Most other apps work as intended – Facebook, Twitter – simple platforms such as those show no difference in performance to me. My personal biggest gripe was the “lack of performance and refinement” in Instagram and it might not be yours but it’s worth noting.

The issue with stories still exists – ratios are off – and this is confirmed on the S8+, the Pixel, and the new Mate 20 Pro so I’m concluding it’s an Android thing. Is it a deal breaker? It could be for some – was it for me? Almost… But we’ll talk about why it wasn’t in the next section.

Camera

Maybe the most important section for some – it certainly is for me – and maybe the least important for others. Surely you all know by now that I like to take pictures and my camera – whether it be my SLR or my phone or any other medium that I’m using – has to be able to provide better than average results. It needs to have 3 things:

  1. Clarity
  2. Sharpness
  3. Good/Great Autofocus

Now before you go on and start talking about DxO scores and ratings of every cellphone camera, I don’t care. The tried and true method of determining whether a picture “looks good” is my eye. DxO score of 90 vs 110 doesn’t mean anything to any regular person so we’ll use our eyes instead. I’m sure you’ve heard it before but there’s a reason the Pixel has had the best camera year after year since the original Pixel came out and it’s hard to believe how good it is until you see it because up until now – DxO has marked the iPhone almost consistently at the top until the P20 pro and Mate 20 pro came out. It’s also something that we’ve been conditioned to believe – the iPhone in all it’s glory and somehow justified high price and dual camera system is the best in the business. I mean, you’d think that’s true based on my whole novel up above – Apple (the iPhone) creates an important sense of pride in both the product and the brand. It’s great to hold, it’s nice to use, it combines everything so perfectly.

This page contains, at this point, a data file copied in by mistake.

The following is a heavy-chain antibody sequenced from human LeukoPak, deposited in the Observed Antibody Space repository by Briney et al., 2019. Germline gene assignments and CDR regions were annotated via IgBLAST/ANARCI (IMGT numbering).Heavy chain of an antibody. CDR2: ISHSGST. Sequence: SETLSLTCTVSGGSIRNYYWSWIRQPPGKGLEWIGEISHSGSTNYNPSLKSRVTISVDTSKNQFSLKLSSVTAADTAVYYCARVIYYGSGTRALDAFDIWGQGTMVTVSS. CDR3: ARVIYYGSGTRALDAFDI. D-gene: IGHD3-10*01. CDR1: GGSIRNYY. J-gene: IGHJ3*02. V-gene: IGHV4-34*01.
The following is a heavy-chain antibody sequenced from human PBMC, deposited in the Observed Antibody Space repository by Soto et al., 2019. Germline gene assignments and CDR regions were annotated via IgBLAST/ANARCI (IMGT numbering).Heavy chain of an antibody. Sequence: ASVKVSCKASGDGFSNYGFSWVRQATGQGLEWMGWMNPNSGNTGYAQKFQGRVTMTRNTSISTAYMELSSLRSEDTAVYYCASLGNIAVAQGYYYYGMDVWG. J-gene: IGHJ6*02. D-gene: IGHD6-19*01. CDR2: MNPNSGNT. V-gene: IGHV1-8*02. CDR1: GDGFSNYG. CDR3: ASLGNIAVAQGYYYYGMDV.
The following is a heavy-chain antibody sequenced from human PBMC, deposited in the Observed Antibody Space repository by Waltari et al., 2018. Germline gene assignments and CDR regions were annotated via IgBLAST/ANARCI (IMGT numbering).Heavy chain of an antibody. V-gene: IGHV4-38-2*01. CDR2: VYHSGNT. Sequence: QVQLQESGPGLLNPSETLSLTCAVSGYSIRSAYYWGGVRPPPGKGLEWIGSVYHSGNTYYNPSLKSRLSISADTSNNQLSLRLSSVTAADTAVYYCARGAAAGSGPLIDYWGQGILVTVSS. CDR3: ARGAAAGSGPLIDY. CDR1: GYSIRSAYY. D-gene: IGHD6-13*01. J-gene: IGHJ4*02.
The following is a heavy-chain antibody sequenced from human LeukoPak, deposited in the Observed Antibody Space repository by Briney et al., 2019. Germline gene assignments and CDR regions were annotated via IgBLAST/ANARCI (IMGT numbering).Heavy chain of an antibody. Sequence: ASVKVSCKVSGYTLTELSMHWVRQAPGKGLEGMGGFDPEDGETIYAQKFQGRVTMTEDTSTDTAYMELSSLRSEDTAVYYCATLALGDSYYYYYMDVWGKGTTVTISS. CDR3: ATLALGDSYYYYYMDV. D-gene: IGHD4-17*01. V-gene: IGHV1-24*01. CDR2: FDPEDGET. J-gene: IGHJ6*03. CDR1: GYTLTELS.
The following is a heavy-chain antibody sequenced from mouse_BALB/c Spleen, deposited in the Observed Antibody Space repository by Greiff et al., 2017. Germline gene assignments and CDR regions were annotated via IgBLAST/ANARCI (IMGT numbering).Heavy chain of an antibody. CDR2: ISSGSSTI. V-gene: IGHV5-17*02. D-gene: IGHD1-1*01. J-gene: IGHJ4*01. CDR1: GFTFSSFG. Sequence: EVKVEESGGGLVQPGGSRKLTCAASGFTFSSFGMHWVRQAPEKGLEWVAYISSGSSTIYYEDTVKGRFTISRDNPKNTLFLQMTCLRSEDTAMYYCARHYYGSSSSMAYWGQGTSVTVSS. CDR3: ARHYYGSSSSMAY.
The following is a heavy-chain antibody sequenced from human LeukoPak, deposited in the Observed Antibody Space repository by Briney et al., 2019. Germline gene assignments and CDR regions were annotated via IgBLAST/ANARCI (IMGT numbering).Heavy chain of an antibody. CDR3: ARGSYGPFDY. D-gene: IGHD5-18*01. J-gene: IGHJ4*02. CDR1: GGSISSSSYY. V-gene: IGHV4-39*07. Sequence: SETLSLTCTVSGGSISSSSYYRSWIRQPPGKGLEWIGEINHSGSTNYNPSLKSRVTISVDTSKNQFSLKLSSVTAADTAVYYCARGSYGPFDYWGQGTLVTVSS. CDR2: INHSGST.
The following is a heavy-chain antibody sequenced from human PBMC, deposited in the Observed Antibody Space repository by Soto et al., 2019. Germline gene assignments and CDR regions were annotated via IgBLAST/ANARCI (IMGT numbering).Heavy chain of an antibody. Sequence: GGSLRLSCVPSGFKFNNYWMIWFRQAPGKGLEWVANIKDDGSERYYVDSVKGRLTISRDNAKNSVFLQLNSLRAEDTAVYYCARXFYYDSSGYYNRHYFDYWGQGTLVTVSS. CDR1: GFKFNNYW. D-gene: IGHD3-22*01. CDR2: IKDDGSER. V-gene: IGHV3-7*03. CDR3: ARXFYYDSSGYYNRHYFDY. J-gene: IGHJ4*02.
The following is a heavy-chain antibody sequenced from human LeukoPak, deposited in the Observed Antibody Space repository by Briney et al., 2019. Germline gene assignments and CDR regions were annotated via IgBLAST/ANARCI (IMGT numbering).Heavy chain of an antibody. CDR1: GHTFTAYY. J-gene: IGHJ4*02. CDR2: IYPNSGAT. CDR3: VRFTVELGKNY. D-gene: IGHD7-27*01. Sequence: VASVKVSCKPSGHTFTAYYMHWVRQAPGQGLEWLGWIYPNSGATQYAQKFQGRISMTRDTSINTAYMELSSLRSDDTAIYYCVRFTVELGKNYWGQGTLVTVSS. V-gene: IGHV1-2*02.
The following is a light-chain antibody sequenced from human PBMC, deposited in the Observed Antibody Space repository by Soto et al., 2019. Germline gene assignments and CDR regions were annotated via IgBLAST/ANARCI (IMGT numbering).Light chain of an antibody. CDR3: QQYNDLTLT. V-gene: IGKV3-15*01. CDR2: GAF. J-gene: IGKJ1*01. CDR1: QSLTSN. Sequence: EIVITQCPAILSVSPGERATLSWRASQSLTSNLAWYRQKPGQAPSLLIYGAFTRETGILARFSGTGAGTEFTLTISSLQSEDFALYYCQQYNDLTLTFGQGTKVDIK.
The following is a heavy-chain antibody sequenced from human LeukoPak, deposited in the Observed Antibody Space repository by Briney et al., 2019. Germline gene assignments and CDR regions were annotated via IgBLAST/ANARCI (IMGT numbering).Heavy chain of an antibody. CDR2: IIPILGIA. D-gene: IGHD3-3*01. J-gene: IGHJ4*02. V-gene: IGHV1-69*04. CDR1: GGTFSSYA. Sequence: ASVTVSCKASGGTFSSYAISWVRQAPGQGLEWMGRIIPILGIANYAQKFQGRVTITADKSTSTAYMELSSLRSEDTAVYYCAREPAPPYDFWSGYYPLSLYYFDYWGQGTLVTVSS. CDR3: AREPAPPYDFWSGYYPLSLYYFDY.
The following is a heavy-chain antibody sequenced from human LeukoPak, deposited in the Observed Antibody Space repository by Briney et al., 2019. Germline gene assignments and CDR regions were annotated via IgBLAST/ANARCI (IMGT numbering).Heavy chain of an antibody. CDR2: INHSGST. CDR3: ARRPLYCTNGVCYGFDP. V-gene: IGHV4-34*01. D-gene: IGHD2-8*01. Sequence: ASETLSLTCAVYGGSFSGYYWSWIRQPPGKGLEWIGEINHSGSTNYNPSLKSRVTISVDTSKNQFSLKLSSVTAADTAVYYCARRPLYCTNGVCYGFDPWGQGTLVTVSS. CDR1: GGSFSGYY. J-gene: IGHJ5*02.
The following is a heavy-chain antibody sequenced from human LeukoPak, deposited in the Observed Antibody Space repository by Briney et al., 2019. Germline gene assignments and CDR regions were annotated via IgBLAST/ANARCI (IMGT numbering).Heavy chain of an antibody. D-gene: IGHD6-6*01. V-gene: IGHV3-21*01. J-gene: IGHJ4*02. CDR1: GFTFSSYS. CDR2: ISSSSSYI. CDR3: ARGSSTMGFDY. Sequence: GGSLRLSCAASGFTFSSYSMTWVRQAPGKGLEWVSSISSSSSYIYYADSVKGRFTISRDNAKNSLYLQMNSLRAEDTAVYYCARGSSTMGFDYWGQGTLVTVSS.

Prior to seeing Pixel-quality photos in person, I, too believed that the iPhone captured great photos. It still does but they aren’t amazing. I like to think that “they are great for photos captured on a phone”. If you look at an iPhone photo, you know it’s from a phone. Something is just missing. Let’s talk about portrait mode – the mode that seems to be taking the world by storm. Really quick – if you don’t already know – portrait mode aims to focus on  a subject while creating blur (bokeh) behind the subject to create a visually pleasing separation between the two. Often seen in pictures where there’s a large aperture (f1.4, f1.8).